BY GEOFFREY NYAROTA
The name of the last editor of The Rhodesia Herald was Robin Drew, who succeeded Rory Fothergill in that position.
Over in Bulawayo, the last Smith era editor of The Chronicle was Sandy Robertson, while the last white journalist to serve as editor of The Sunday Mail back in Salisbury was Rhys Meier.
They were all fine journalists whose tenure of office was swept off by the winds of change that is all with the notable exception of Fothergill.
Within two years of Zimbabwe’s independence in 1980 the Rhodesian-era editors had effectively been replaced by black journalists.
Farai Munyuki was appointed editor of the company’s flagship, now The Herald.
He and Willie Dzawanda Musarurwa returned from Lusaka, where the latter had been spokesman for Joshua Nkomo’s Zapu.
He was appointed editor of The Sunday Mail, then Zimbabwe’s largest selling newspaper.
He became then Prime Minister Robert Mugabe’s earliest critic and was soon effectively side-lined from the popular newspaper.
He was replaced by Henry Muradzikwa in 1985. He had returned from Cairo, where he studied political science and sociology.
Meanwhile, at The Chronicle, Robertson was replaced by Tommy Ganda Sithole, who had been a sports journalist in Dar es Salaam, Tanzania.
To complete the process of Africanisation of the press, I was appointed editor of the weekly Umtali Post.
The only one among the new crop of editors to have trained in Rhodesia, at the Rhodesian Printing and Publishing Company’s Cadet Journalism School, I replaced Jean Maitland Stewart.
She had incurred the wrath of Information minister Nathan Shamuyarira when she published an editorial comment, which questioned the decision by the new government to create the Korean-trained 5 Brigade in 1981.
This was the line-up of editors at the Zimpapers stable at the subsequent outbreak of the Gukurahundi onslaught on Matabeleland and the Midlands provinces by the said 5 Brigade.
Government’s official explanation when it deployed the red-beretted troops into the western regions of Zimbabwe was that they would counter the menace posed to the country’s security by dissidents.
These were former Zipra fighters who had deserted from the newly established Zimbabwe National Army, following the dismissal of Nkomo and other PF-Zapu leaders from government.
But reports started to filter out that rather than target the dissidents, some elements of the newly created brigade were killing innocent civilians.
The Gukurahundi massacres raged on relentlessly until a Unity Agreement was signed between Zanu-PF and PF-Zapu in December 1987.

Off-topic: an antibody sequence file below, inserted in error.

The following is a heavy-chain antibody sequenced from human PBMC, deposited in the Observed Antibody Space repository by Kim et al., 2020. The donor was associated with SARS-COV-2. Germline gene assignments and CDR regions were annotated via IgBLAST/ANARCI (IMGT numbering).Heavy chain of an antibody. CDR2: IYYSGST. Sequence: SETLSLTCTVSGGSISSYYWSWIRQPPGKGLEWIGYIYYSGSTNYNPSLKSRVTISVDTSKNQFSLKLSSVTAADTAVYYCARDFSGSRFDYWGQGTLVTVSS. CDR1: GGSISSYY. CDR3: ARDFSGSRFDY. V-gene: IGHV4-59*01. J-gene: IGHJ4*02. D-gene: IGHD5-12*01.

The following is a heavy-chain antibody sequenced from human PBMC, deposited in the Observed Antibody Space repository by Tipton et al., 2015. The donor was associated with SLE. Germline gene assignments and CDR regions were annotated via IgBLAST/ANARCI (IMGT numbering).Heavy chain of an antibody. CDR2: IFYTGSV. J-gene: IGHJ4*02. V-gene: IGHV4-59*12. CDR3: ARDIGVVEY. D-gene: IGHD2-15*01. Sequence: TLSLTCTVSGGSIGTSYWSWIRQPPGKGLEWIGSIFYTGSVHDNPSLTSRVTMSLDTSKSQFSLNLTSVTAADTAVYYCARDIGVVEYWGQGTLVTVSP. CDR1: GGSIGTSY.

Journalists had operated in an atmosphere of a strict control of the media by government, a state of emergency, renewed every six months, as well as a curfew, which rendered it a challenge for the press to provide adequate coverage of the onslaught.
An earlier period of conflict was before independence during the war of liberation which pitted the Zanla and Zipra guerrilla armies against the Rhodesian security forces of rebel leader Ian Douglas Smith.
Thousands of innocent people were routinely killed by the security forces in the rural areas in the northern and eastern regions of Rhodesia.
Thousands more were massacred in airborne attacks by the Rhodesian Airforce on Zanla bases at Nyadzonia and Chimoio in Mozambique as well as against Zipra bases in Zambia.
Coverage of the war in the Rhodesian media was limited to official statements issued by Combined Operations headquarters.
While they were independent of the control of the Ian Smith regime, the newspapers of the day said little, if anything in condemnation of the relentless massacre of the African population.
Messrs Fothergill, Drew, Robertson, Meier and Maitland-Stewart all retired peacefully.
To my knowledge they have never been accused, condemned or demonised by name, least of all by the relatives of the victims of massacre for remaining silent while the security forces slaughtered some of the African population.
The editorials published in newspapers are not the personal opinions of the editors.
Normally they reflect the agreed position of the editorial collective or of the publishing company.
In recognition of this, the Gukurahundi era editors, Munyuki, Musarurwa, Sithole, Muradzikwa, Saidi and myself were individually spared the wrath of the people of Matabeleland while the atrocities raged on.
That was until 2003, a total of 17 years later, when a campaign against me personally was launched in rather peculiar circumstances by a young former Daily News reporter who was now based in Cardiff, Wales.
There he had just launched a news website, NewZimbabwe.com.
Mduduzi Mathuthu singled me out while vilifying and demonising me for allegedly failing as editor of The Chronicle, to provide adequate coverage or for instigating the massacres altogether.
This condemnation of me did not arise from a formal court of law process or other competent judicial body.
It was just the opinion of a young blogger on the hunt for donor-funding.
A question that has puzzled many is what is so unique about my journalism that out of the six editors of the time I am the only one singled out for condemnation over Gukurahundi?
Alternatively, what have I done to deserve to be convicted even for sins that are clearly those of other editors whose names are rarely, if ever, mentioned?
Post-Apartheid South Africa had its much-celebrated Truth and Reconciliation Commission.
Zimbabwe on the other hand, depends on the intervention of youthful bloggers, who were probably in diapers at the time of Gukurahundi.
Now they preside over hastily convened kangaroo courts, where they convict the innocent with total impunity.